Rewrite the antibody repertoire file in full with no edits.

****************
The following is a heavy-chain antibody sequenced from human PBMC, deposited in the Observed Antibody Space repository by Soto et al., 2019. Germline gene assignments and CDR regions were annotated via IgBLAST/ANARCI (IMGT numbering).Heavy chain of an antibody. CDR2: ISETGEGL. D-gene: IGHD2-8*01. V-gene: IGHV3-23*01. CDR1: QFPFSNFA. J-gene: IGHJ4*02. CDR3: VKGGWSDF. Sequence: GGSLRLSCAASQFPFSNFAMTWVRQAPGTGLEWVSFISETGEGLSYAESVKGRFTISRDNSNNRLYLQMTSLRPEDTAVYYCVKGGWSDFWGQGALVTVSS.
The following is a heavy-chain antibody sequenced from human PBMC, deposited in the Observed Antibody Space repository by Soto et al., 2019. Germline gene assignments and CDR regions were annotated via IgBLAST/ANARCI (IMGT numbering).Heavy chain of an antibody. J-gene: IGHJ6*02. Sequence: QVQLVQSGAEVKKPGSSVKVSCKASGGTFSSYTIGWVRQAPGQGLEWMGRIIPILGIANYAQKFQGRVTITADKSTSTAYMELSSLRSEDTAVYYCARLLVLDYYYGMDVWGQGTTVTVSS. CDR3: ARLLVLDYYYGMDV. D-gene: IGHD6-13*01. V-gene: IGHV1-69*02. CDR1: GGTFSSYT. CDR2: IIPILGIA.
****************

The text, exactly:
The following is a heavy-chain antibody sequenced from human PBMC, deposited in the Observed Antibody Space repository by Soto et al., 2019. Germline gene assignments and CDR regions were annotated via IgBLAST/ANARCI (IMGT numbering).Heavy chain of an antibody. CDR2: ISETGEGL. D-gene: IGHD2-8*01. V-gene: IGHV3-23*01. CDR1: QFPFSNFA. J-gene: IGHJ4*02. CDR3: VKGGWSDF. Sequence: GGSLRLSCAASQFPFSNFAMTWVRQAPGTGLEWVSFISETGEGLSYAESVKGRFTISRDNSNNRLYLQMTSLRPEDTAVYYCVKGGWSDFWGQGALVTVSS.
The following is a heavy-chain antibody sequenced from human PBMC, deposited in the Observed Antibody Space repository by Soto et al., 2019. Germline gene assignments and CDR regions were annotated via IgBLAST/ANARCI (IMGT numbering).Heavy chain of an antibody. J-gene: IGHJ6*02. Sequence: QVQLVQSGAEVKKPGSSVKVSCKASGGTFSSYTIGWVRQAPGQGLEWMGRIIPILGIANYAQKFQGRVTITADKSTSTAYMELSSLRSEDTAVYYCARLLVLDYYYGMDVWGQGTTVTVSS. CDR3: ARLLVLDYYYGMDV. D-gene: IGHD6-13*01. V-gene: IGHV1-69*02. CDR1: GGTFSSYT. CDR2: IIPILGIA.